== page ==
5) No more SUVs. No more purely petro-fuel internal combustion power plants. No more nine miles per gallon and no exceptions. Everything coming off the assembly line gets 30+MPG for the next five years, then 40+MPG or the equivalent, then 50. Tough? Yep. Technologically challenging? Yep. Remember, we’re the country that got from zero to the moon in nine years. It can be done. Now’s the time and there will never be a better opportunity. Crank up America’s vaunted technological superiority and get to work. If we can build a Predator that can loiter for twenty hours over the battlefield, we can build a car that gets 35MPG (and I’m not talking that bullshit MPG rating that dealers give, I’m talking real MPG). Give a bonus, tax break, loan payment relief, whatever to the manufacturer that produces the highest product net energy efficiency for each year, i.e. not just the most efficient vehicles, but also making people want them. Make competition work for us, screw Dr. Demming and his competition is bad bullshit TQL business model. Again, it can be done – we’ve convinced people that putting a paper tube of burning leaves in their mouth is a good idea even if it kills them, we’ve convinced people that rocks are pets, we’ve convinced people that they need a four ton, 4x4, four door behemoth that gets nine miles per gallon. Zoom, zoom, baby, call marketing and figure it out.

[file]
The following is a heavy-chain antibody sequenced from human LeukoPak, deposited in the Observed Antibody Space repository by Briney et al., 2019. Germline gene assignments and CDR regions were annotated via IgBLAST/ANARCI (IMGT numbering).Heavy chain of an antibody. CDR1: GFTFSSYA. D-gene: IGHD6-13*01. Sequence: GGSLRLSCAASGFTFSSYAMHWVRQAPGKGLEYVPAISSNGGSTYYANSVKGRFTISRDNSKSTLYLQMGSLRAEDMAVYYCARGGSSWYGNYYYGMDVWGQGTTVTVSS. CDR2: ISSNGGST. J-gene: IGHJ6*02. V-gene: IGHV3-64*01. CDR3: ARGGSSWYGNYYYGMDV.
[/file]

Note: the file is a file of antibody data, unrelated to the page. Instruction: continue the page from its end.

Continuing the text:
6) The petroleum industry needs to pony up. Exxon made $36 billion in profit last year. But their wagon is coupled to the auto industry. Now even if the American auto industry goes bust, Americans won’t stop driving cars, they’ll just buy them from somebody else. However, sooner or later the oil is going to go away and it’ll be the energy companies pandering for a bailout. The auto industry and the oil industry are coupled at the hip, and the oil industry is solvent at the moment. It’s in their best interest to make some loans, refloat the car makers and start figuring out what the motive power of the future looks like. Then build it.
We either stand here and watch our country burn, or we can do something about it.
We’ve got the gold, we make the rules.
We give them the money, then they work for us.
We can retool, we can make our industry more efficient and competitive, we can make people want American made cars again, we can fix our energy problems, we can create new jobs in the supply industry for the new cars and in the energy sector.
Fifteen billion dollars ought to buy us something better than a bankruptcy postponement.
Fifteen billion dollars ought to buy us the future.